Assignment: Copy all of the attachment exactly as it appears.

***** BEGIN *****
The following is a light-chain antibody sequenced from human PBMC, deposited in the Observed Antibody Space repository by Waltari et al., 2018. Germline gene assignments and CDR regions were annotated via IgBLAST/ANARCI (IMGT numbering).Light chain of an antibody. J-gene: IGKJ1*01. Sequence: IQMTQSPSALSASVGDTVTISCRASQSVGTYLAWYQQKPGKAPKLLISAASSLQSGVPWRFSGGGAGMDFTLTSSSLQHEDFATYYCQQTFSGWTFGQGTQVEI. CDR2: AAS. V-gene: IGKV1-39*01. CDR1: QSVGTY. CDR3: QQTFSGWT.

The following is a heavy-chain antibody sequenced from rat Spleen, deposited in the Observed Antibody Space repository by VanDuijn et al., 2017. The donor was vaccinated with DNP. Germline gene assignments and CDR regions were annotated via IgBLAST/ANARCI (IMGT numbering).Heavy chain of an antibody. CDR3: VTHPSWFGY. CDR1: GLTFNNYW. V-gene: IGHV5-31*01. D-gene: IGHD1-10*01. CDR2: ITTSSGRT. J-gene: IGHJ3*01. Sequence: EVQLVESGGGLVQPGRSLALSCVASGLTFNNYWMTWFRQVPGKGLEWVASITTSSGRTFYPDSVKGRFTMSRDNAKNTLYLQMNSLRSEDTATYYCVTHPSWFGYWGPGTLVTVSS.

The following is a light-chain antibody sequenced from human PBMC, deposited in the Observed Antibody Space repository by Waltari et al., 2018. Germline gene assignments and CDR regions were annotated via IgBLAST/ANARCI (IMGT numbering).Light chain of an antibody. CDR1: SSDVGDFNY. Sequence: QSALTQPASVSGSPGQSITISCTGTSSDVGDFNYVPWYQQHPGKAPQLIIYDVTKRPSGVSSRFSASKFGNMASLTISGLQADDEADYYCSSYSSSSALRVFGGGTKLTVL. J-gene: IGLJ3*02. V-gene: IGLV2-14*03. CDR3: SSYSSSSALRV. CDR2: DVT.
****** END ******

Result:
The following is a light-chain antibody sequenced from human PBMC, deposited in the Observed Antibody Space repository by Waltari et al., 2018. Germline gene assignments and CDR regions were annotated via IgBLAST/ANARCI (IMGT numbering).Light chain of an antibody. J-gene: IGKJ1*01. Sequence: IQMTQSPSALSASVGDTVTISCRASQSVGTYLAWYQQKPGKAPKLLISAASSLQSGVPWRFSGGGAGMDFTLTSSSLQHEDFATYYCQQTFSGWTFGQGTQVEI. CDR2: AAS. V-gene: IGKV1-39*01. CDR1: QSVGTY. CDR3: QQTFSGWT.

The following is a heavy-chain antibody sequenced from rat Spleen, deposited in the Observed Antibody Space repository by VanDuijn et al., 2017. The donor was vaccinated with DNP. Germline gene assignments and CDR regions were annotated via IgBLAST/ANARCI (IMGT numbering).Heavy chain of an antibody. CDR3: VTHPSWFGY. CDR1: GLTFNNYW. V-gene: IGHV5-31*01. D-gene: IGHD1-10*01. CDR2: ITTSSGRT. J-gene: IGHJ3*01. Sequence: EVQLVESGGGLVQPGRSLALSCVASGLTFNNYWMTWFRQVPGKGLEWVASITTSSGRTFYPDSVKGRFTMSRDNAKNTLYLQMNSLRSEDTATYYCVTHPSWFGYWGPGTLVTVSS.

The following is a light-chain antibody sequenced from human PBMC, deposited in the Observed Antibody Space repository by Waltari et al., 2018. Germline gene assignments and CDR regions were annotated via IgBLAST/ANARCI (IMGT numbering).Light chain of an antibody. CDR1: SSDVGDFNY. Sequence: QSALTQPASVSGSPGQSITISCTGTSSDVGDFNYVPWYQQHPGKAPQLIIYDVTKRPSGVSSRFSASKFGNMASLTISGLQADDEADYYCSSYSSSSALRVFGGGTKLTVL. J-gene: IGLJ3*02. V-gene: IGLV2-14*03. CDR3: SSYSSSSALRV. CDR2: DVT.